Over twenty years in the making and set for a 2018 launch, the James Webb Space Telescope (JWST) is the single most advanced space telescope ever constructed. Successor to NASA’s beloved Hubble Space Telescope, JWST has been purpose-built for studying the infrared portion of the electromagnetic spectrum to give astronomers an ability of seeing past clouds of dust and gas and further back to the beginning of the Universe than we ever have. How far? According to NASA the JWST will see the Universe’s very first star formations taking place only 100 to 250 million years after the Big Bang. Such distant and precise observations promise to unleash a torrent of new discoveries and unlock fundamental quandaries about the origin of the cosmos and life in the Universe.
A few interesting facts:
• JWST’s primary mirror is a 6.5 meter diameter gold coated beryllium reflector that is too large for contemporary launch vehicles, so the mirror is being composed of 18 hexagonal segments (as seen above), which will all unfold after the telescope is launched. Why Hexagons? It’s beyond my comprehension, but supposedly this has something to do with hexagons having a perimeter less than that of a square over a given area, which translates to a gained efficiency for steering the mirror segments and focusing the telescope.
• The telescope will maintain an L2 orbit, meaning that it will orbit in earth’s shadow and around the sun, not the earth. The idea here is to eliminate all possible heat / light sources, such as Earth’s heat-shimmer, and keep the telescope as cold as possible. How cold? Extremely. Cold. The JWST’s mid-infrared instrument (MIRI) will operate at a set temperature of 7 Kelvins, or -266° C / -447° F, through the use of a helium refrigerator, or cryocooler system (source).
• Although JWST’s primary goal is to study the first galaxies or stars that formed after the Big Bang, the telescope is also capable of measuring the physical and chemical properties of planetary systems within our Milky Way and will investigate the potential for life in those planetary systems.
• When launched, some scientists suggest the telescope will represent a greater technological achievement than landing on the moon.
Posted by: Owen Perry
As seen from the International Space Station. The atmospheric color bending & light play is crazy amazing. Found on the Nasa Goddard Flickr account here.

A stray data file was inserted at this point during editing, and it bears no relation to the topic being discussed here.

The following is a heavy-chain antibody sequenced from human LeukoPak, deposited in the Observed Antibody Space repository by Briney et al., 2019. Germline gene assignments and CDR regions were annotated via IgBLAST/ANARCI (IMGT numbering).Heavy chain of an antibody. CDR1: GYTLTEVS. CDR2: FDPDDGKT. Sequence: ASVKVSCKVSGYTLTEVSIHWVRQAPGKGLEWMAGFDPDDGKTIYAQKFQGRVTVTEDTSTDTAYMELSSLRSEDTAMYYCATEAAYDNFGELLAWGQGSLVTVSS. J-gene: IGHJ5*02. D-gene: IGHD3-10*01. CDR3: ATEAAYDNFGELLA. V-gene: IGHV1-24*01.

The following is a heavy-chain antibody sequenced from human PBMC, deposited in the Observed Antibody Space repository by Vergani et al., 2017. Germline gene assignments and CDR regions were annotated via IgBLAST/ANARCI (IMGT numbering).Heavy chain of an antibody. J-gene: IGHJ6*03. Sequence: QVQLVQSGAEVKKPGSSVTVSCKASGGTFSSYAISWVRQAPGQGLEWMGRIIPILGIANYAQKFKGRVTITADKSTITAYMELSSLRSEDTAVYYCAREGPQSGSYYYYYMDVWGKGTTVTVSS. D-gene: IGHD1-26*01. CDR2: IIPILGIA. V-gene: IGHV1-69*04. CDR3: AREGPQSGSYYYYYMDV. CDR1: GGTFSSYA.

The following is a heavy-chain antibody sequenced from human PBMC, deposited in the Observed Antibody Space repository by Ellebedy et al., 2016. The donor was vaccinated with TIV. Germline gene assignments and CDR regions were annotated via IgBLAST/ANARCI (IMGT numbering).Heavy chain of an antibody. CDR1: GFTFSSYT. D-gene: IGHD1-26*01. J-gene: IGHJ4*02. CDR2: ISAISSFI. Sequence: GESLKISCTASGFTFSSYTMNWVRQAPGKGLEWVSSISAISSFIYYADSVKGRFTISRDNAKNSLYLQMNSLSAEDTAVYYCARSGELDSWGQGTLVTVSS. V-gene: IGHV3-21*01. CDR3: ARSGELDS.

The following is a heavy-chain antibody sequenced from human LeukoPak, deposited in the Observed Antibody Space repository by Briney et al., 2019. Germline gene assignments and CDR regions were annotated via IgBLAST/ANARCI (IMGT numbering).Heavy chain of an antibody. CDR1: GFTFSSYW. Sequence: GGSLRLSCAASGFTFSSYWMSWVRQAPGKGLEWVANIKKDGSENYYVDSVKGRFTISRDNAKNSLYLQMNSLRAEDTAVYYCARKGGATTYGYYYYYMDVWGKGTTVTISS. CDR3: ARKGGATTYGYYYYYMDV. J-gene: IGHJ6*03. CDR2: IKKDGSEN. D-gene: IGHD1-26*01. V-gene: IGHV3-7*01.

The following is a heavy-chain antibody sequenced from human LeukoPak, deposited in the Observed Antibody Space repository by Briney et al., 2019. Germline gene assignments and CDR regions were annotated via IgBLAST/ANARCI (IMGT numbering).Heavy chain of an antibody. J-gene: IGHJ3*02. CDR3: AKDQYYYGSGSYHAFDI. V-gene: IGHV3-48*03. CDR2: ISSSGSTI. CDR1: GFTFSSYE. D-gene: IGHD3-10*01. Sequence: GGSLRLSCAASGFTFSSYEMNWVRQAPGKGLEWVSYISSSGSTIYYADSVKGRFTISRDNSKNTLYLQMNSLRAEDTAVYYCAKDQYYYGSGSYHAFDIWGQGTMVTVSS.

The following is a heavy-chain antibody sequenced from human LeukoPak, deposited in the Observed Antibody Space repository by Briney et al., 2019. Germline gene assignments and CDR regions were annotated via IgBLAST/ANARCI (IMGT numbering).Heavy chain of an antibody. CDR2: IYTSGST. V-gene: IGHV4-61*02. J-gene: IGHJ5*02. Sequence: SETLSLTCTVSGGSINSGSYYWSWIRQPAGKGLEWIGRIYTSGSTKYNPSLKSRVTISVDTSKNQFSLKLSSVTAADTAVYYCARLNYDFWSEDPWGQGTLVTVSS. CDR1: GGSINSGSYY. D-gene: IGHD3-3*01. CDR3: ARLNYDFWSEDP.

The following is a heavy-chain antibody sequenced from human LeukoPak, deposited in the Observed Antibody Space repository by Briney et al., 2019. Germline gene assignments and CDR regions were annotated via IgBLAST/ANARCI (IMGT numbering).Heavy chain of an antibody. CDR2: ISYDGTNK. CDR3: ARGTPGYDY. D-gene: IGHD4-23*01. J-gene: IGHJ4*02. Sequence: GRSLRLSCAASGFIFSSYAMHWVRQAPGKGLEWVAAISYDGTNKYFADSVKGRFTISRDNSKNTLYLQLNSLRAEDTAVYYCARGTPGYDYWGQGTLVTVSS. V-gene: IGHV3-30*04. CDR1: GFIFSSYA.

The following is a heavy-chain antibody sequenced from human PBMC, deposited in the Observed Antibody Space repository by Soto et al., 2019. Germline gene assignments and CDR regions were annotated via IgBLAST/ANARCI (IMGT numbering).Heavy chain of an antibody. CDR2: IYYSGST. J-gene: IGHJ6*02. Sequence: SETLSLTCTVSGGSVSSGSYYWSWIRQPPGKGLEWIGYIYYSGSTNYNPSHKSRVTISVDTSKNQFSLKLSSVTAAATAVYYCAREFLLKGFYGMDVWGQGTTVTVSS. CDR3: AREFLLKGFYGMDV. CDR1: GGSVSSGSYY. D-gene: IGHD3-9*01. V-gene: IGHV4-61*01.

Situated in the Atacama Desert, northern Chile, at 2,635m above sea level exists the Paranal Observatory. Operated by the European Southern Observatory (ESO), the site contains mankind’s most advanced optical instrument, the Very Large Telescope (VLT), as well as a number of other state-of-the-art auxiliary and survey telescopes – most notably the VLT Survey Telescope and VISTA.
The VLT itself is comprised of four unit telescopes, which in 2011 gained the ability to work together to create the VLT Interferometer; an instrument that allows astronomers to see details up to 25 times greater than the individual telescopes can alone. Needless to say, the results offer a staggeringly beautiful view of our cosmos.
You can view many more Paranal Observatory and ESO images on the ESO website. A short film comprised of time lapses from the Paranal Observatory was also released last year. This is embedded below. Fullscreen that mother.
Posted by: Owen Perry
Instagram: Circa 1983
In honor of this week’s discovery of a moon-sized planet smaller than mercury, here’s a selection of work from 2012 of our own tiny sphere, featuring hills, craters, flats, fields, and broken flying machines. Shot with the Hasselblad 500 C/M on Kodak Portra. See more here.
You’re looking at the first experimental vertical take off & landing (VTOL) jet, and one of the first jet-powered drones known as “Project Firebee”. From the San Diego Air & Space Museum account on Flickr, which makes for a great Apple TV screensaver, if i do say so myself.
Expedition 31 Flight Engineer Don Pettit relayed some information about photographic techniques used to achieve the images:
“My star trail images are made by taking a time exposure of about 10 to 15 minutes. However, with modern digital cameras, 30 seconds is about the longest exposure possible, due to electronic detector noise effectively snowing out the image. To achieve the longer exposures I do what many amateur astronomers do. I take multiple 30-second exposures, then ‘stack’ them using imaging software, thus producing the longer exposure.”
View full set on Flickr
Kahn & Selesnick’s amazing martian-inspired photo series, gluing actual photos of the martian landscape taken by NASA’s Spirit & Opportunity rovers, with WWII bunkers, concrete sculptures, vintage russian space helmets, and landscapes in Nevada and Utah. Mmmm.
The Sky Survey, 5,000 Megapixel image of space. There really isn’t too much I can write about this, other than you should probably be prepared to set your status to “Away” for a couple hours. Before doing that, check out the story behind it on the site as well as the iPad app. I’d imagine, if you can hook your new Retina Laptop up to a 1080p projector and shoot that on a wall, it’s going to look pretty impressive.
A year and many sleepless nights later I had amassed over 37,000 exposures. Even then, the work of unifying all the photographs took three months to complete and many hundreds of CPU hours. The data crunching consumed four terabytes of hard drive space and nearly equal amounts of patience but the end result seemed worth the wait.
Here’s the link to the Interactive 360, make sure to full screen it and enjoy!